Last summer, I noted that a federal judge had allowed a case against Netflix for not captioning all its movies to proceed. Now the Wall Street Journal reports that that case resulted in a settlement in which Netflix agreed to provide, by next year, captions for every movie it streams.
In another settlement, Target established a $6 million fund to pay off people who had trouble using its website because they were disabled.
And advocates for accessibility continue to go after a variety of companies. The Department of Justice may soon issue regulations on website accessibility. Jared Smith, an accessibility consultant, even urges businesses to use simple language for the intellectually disabled . (I wonder whether he’ll evaluate the accessibility of DOJ’s new regulations.)
A lawyer for the National Federation of the Blind argues that accessibility lawsuits are actually good for defendants: “The market share you gain is more than the costs of making your site accessible.”
But if it’s really in the interests of an online company to make its website accessible to the blind and deaf, it’s hard to understand why accessibility advocates can’t get they want simply by making the business case. Surely, if it’s rational to make a certain change in order to attract more business, proving that should be enough to convince most businesses. If it isn’t—if accessibility advocates can only get what they want by threatening litigation—that’s evidence that the accessibility features they want don’t produce enough value to be worth what they cost.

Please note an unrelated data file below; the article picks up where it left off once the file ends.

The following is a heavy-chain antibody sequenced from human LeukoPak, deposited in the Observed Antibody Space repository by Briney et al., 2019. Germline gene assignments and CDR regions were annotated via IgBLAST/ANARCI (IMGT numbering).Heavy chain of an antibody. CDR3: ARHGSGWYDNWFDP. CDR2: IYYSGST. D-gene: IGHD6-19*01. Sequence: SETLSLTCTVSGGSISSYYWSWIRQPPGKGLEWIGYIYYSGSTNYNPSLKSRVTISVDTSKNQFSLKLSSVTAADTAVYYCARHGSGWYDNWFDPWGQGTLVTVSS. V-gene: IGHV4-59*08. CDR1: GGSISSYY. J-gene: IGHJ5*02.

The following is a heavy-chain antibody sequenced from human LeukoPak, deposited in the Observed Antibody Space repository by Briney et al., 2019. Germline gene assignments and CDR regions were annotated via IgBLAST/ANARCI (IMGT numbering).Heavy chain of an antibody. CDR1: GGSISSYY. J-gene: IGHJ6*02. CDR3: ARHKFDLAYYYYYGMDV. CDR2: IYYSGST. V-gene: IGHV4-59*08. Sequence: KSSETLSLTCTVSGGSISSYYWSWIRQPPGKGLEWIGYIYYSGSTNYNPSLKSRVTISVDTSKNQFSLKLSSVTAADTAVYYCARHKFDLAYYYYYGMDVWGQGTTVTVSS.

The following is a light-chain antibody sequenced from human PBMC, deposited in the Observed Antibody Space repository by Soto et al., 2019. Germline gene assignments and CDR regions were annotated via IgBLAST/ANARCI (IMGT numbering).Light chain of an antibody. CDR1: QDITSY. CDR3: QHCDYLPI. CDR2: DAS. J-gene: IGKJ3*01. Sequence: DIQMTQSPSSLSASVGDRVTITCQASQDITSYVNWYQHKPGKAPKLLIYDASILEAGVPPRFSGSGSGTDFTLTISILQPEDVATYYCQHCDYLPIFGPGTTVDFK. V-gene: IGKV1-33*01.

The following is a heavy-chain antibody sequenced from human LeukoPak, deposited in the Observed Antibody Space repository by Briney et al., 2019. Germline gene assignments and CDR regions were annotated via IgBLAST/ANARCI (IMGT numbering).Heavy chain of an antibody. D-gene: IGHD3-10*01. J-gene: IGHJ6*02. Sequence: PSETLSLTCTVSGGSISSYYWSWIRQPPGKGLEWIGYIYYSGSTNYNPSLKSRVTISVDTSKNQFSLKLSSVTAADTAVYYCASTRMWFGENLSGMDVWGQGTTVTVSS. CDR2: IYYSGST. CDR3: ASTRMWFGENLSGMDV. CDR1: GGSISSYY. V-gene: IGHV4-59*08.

In any event, advocates for the disabled—who are often the victims of meddlers who interfere with their lives and property "for their own good"—ought to understand the value of autonomy, of determining for yourself what is in your interests and pursuing it. That value is important for all individuals, disabled or not, and in business or not. And diminishing it for any of us makes it harder to defend—for any of us.